I attended a nearly record breaking 5 hour Memphis City Council meeting on February 19th, where they voted to approve the deannexation of certain sections of the South Cordova area. Currently, those sections of South Cordova are within the city limits and are part of the city of Memphis. This change will affect nearly 2,000 homes and move them back into the unincorporated Shelby County area. The homeowners will still be paying city taxes for more than two years, helping the city recoup the money it spent on infrastructure in those areas.
“This is the phase three of a comprehensive deannexation project” said the City of Memphis’ Chief Operating Officer Doug McGowen, while presenting a slideshow that showed an overview of the history of annexation and the main issues regarding the size of Memphis. He stressed that this deannexation would be done slowly with the aim of having a seamless transition of services when the final switch happens in 2021. In this post I will show that deannexation is the right decision for both the City of Memphis and this section of South Cordova and will prove beneficial to both communities.
Most city leaders agree with me and believe that this will improve many facets of life for Memphians, mainly because the change will enable the city to put its money and effort into less area than it is currently having to deal with. Memphis has struggled in the past with the annexation of the surrounding suburbs when the population of the city was not growing at a commiserate rate. This vote reels back some of those annexations and helps the city stay focused on growing internally instead of expanding outwards.
Support from Local Constituents
The city hosted a public meeting in the Bert Ferguson Community Center to discuss the deannexation process and outcomes with home-owners and land-owners in early 2019, and most of the citizens are happy deannexing.
Since the annexation of South Cordova in 2012, there has been a growing movement from those home-owners and land-owners for the city to deannex that section of the city. In a Facebook group entitled “Cordova’s Voice” a member posted a lengthy thank you note to all the members of the community, at one point saying “We won!” The woman goes on to describe how they need to continue the fight for other sections of Cordova that were annexed in 2012. She also says that while they are not pleased that the residents of South Cordova will still be paying Memphis taxes for the next few years, they understand it is a compromise and that they will be better off in the long run.
The Shelby County Commission Chair has said that they are happy with the decision and welcome all former city residents to unincorporated Shelby County. The City of Memphis believes this will aid in their Memphis 3.0 plans and improve the lives of the citizens both in the city limits and those who live in the areas that are being deannexed. The home-owners and land-owners in South Cordova are happy to be leaving the city limits.
No Major Drawbacks to the Plan
The few people who are concerned with this plan are mainly thinking about the fiscal problems that could be caused by this change. However, this plan has laid out in clear detail exactly how it plans to have South Cordova pay off the debt it owes to the city over the course of the next 2.4 years. This area that will be deannexed has also been chosen for deannexation because of its low density, the challenges of delivering municipal services to the area, and the requests made by the citizens living in the area.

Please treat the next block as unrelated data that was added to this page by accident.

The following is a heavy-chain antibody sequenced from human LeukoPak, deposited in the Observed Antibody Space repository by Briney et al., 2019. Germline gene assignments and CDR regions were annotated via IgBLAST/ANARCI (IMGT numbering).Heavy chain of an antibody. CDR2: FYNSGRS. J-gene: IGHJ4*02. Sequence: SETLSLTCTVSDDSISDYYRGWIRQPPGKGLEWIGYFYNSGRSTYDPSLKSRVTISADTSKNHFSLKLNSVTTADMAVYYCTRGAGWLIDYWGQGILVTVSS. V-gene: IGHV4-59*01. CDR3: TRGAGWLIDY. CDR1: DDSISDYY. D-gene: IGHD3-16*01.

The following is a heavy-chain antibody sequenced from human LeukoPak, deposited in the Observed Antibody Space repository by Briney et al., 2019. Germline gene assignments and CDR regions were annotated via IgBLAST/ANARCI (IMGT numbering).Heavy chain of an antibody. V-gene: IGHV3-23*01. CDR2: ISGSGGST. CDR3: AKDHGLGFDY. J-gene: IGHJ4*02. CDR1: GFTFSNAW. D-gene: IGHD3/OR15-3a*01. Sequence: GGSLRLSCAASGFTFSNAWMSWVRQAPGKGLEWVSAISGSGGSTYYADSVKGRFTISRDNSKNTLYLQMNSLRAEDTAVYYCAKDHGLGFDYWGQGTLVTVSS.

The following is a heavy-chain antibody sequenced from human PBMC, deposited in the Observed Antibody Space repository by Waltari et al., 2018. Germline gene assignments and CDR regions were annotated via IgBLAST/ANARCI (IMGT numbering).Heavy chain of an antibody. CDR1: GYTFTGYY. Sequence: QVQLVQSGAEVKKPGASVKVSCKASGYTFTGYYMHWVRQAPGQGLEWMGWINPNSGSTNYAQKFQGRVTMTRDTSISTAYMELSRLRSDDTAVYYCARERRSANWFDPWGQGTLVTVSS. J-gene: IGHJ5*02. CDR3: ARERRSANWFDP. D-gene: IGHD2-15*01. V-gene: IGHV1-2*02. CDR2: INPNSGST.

Deannexation Reinforces Local Democracy
Overall, this is a well thought out plan that benefits everyone involved. As long as the transition goes smoothly, which it has no reason not to, this will be a best scenario example for other cities looking to deannex portions of their communities. By constantly looking to improve the city and listening to their constituents when they talk, the City of Memphis leadership has managed to find a mutually beneficial plan that works well. Now that the city limits have shrunk, it will be easier for city planners to concentrate on what the city needs and will not need to stretch their resources so thin.
This also shows the importance of local citizens speaking up and out about issues they have in their community. The Joint Task Force in charge of deciding which areas could be annexed had input from citizens as one of its top priorities. If the citizens had never made their opinions known there is a chance that South Cordova would have been overlooked as a possible deannexation possibility.
As we have seen throughout this course, it is easy for people in positions of power to stop thinking about what is best for their constituents and instead try and consolidate more power. It is refreshing to see politicians do the exact opposite and actually vote to give up control over a portion of their community. This situation is similar to the piece written by Victoria Potts in which the Memphis City Council pushed back against the Tennessee Historical Commission over the Confederate statue in a Memphis park. However, in this case, the City Council was able to work with its citizens to do something that was mutually beneficial and did it without creating a divide between the elected officials and the constituents.
While this is the last deannexation the City of Memphis has planned for the foreseeable future, this deannexing helps to continue the measured approach to right sizing our city. As the city moves along with its 3.0 plan, there may be some more deannexations, but the goal is to eventually grow the city enough that annexing some of the local suburbs would actually benefit both communities. For right now though, smaller is definitely better.
Photo by Brandon Bartoszek